Biogerontology

, Volume 11, Issue 5, pp 547–563

Aging, frailty and age-related diseases

  • T. Fulop
  • A. Larbi
  • J. M. Witkowski
  • J. McElhaney
  • M. Loeb
  • A. Mitnitski
  • G. Pawelec
SI: Frailty, Ageing and Inflammation

DOI: 10.1007/s10522-010-9287-2

Cite this article as:
Fulop, T., Larbi, A., Witkowski, J.M. et al. Biogerontology (2010) 11: 547. doi:10.1007/s10522-010-9287-2

Abstract

The concept of frailty as a medically distinct syndrome has evolved based on the clinical experience of geriatricians and is clinically well recognizable. Frailty is a nonspecific state of vulnerability, which reflects multisystem physiological change. These changes underlying frailty do not always achieve disease status, so some people, usually very elderly, are frail without a specific life threatening illness. Current thinking is that not only physical but also psychological, cognitive and social factors contribute to this syndrome and need to be taken into account in its definition and treatment. Together, these signs and symptoms seem to reflect a reduced functional reserve and consequent decrease in adaptation (resilience) to any sort of stressor and perhaps even in the absence of extrinsic stressors. The overall consequence is that frail elderly are at higher risk for accelerated physical and cognitive decline, disability and death. All these characteristics associated with frailty can easily be applied to the definition and characterization of the aging process per se and there is little consensus in the literature concerning the physiological/biological pathways associated with or determining frailty. It is probably true to say that a consensus view would implicate heightened chronic systemic inflammation as a major contributor to frailty. This review will focus on the relationship between aging, frailty and age-related diseases, and will highlight possible interventions to reduce the occurrence and effects of frailty in elderly people.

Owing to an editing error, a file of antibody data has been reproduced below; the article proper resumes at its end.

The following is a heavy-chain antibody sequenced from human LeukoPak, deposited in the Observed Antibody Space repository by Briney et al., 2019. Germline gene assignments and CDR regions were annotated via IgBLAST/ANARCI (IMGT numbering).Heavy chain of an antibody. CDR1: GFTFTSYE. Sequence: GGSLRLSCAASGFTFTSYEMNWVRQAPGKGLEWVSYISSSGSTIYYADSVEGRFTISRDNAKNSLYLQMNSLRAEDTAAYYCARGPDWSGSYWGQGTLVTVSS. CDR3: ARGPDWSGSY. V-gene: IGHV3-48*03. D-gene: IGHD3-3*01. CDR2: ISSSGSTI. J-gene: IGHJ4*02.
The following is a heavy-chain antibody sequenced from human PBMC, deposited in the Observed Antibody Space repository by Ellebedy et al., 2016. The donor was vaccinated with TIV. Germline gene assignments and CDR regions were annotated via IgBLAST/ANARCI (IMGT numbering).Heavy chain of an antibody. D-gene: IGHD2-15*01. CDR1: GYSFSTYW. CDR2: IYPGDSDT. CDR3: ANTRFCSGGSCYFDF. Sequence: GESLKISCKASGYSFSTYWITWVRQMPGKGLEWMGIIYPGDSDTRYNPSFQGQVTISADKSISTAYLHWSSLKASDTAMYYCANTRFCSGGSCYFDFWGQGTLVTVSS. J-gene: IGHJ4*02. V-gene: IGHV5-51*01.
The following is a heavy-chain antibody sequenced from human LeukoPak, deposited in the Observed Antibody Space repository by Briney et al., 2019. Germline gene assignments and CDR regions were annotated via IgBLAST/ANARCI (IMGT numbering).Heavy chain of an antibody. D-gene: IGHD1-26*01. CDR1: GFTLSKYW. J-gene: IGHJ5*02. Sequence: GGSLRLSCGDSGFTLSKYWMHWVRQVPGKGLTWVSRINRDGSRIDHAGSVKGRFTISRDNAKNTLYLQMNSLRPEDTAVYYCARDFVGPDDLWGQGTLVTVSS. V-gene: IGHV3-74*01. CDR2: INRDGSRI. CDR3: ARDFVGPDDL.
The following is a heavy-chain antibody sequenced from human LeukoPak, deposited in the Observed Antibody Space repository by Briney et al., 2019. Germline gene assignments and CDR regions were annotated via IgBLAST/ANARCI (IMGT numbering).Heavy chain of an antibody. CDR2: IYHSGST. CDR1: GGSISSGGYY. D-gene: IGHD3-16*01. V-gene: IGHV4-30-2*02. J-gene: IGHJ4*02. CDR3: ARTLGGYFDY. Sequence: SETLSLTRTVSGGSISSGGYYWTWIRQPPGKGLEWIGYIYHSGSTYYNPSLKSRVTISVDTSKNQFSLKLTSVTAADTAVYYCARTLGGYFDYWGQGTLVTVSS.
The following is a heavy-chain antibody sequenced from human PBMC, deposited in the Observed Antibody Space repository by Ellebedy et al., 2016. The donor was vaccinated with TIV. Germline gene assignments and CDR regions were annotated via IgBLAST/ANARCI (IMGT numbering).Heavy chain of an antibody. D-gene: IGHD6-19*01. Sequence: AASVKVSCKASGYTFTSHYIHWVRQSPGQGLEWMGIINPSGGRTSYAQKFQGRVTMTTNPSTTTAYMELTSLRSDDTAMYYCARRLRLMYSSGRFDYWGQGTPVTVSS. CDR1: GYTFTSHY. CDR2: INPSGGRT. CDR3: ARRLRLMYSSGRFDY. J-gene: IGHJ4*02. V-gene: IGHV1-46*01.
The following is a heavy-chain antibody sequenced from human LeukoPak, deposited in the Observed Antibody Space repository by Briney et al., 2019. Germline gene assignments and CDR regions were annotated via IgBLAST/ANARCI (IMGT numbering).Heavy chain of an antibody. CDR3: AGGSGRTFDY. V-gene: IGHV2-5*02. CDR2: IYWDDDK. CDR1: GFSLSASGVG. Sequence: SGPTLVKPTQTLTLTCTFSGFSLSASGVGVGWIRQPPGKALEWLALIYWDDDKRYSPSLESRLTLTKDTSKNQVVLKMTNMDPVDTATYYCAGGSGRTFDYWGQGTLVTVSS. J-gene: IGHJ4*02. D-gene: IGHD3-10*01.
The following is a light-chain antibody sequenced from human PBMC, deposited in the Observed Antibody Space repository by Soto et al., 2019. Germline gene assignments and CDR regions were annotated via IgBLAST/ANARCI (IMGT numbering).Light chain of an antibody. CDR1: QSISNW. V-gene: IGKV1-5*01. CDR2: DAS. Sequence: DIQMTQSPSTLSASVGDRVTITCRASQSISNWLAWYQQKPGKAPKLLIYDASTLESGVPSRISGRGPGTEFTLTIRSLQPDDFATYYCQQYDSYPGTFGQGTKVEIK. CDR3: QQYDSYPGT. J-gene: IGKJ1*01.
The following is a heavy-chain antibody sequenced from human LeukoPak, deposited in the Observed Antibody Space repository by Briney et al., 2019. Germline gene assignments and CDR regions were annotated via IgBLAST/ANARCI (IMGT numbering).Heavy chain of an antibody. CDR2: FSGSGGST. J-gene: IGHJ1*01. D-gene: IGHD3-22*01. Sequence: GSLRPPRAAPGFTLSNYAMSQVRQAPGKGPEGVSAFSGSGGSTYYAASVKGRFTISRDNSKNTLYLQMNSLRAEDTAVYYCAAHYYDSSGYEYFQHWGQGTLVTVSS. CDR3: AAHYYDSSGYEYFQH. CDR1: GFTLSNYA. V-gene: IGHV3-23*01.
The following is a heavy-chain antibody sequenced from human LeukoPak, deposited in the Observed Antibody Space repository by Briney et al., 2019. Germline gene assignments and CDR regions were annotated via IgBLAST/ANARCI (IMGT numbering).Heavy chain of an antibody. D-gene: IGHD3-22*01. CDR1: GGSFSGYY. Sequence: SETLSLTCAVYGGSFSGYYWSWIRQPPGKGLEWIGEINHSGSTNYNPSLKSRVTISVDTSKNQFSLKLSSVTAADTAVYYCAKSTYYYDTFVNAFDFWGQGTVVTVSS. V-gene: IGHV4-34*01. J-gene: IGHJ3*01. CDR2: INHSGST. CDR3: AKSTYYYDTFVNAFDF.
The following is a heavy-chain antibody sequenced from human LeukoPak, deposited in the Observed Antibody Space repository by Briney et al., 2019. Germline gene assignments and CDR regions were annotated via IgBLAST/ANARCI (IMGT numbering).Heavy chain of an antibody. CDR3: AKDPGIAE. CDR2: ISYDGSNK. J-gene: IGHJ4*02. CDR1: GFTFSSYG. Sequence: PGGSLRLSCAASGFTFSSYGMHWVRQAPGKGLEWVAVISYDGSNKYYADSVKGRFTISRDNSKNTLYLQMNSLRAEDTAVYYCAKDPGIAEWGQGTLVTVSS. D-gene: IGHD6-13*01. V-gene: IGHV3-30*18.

Keywords

FrailtyAgingImmunosenescenceChronic diseasesInflamm-agingIRP

Copyright information

© Springer Science+Business Media B.V. 2010

Authors and Affiliations

  • T. Fulop
    • 1
  • A. Larbi
    • 2
    • 9
  • J. M. Witkowski
    • 3
  • J. McElhaney
    • 4
    • 5
  • M. Loeb
    • 6
    • 7
  • A. Mitnitski
    • 8
  • G. Pawelec
    • 2
  1. 1.Research Center on Aging, Immunology Program, Geriatric Division, Faculty of MedicineUniversity of SherbrookeSherbrookeCanada
  2. 2.Tübingen Ageing and Tumour Immunology Group, Center for Medical ResearchUniversity of Tübingen Medical SchoolTübingenGermany
  3. 3.Department of PathophysiologyMedical University of GdańskGdańskPoland
  4. 4.Department of Immunology, Center for Immunotherapy of Cancer and Infectious Diseases, MC 1601University of Connecticut School of MedicineFarmingtonUSA
  5. 5.Department of MedicineUniversity of British ColumbiaVancouverCanada
  6. 6.Department of Pathology and Molecular MedicineMcMaster UniversityHamiltonCanada
  7. 7.Department Clinical Epidemiology and BiostatisticsMcMaster UniversityHamiltonCanada
  8. 8.Department of MedicineDalhousie UniversityHalifaxCanada
  9. 9.Singapore Immunology Network (SIgN)BiopolisSingapore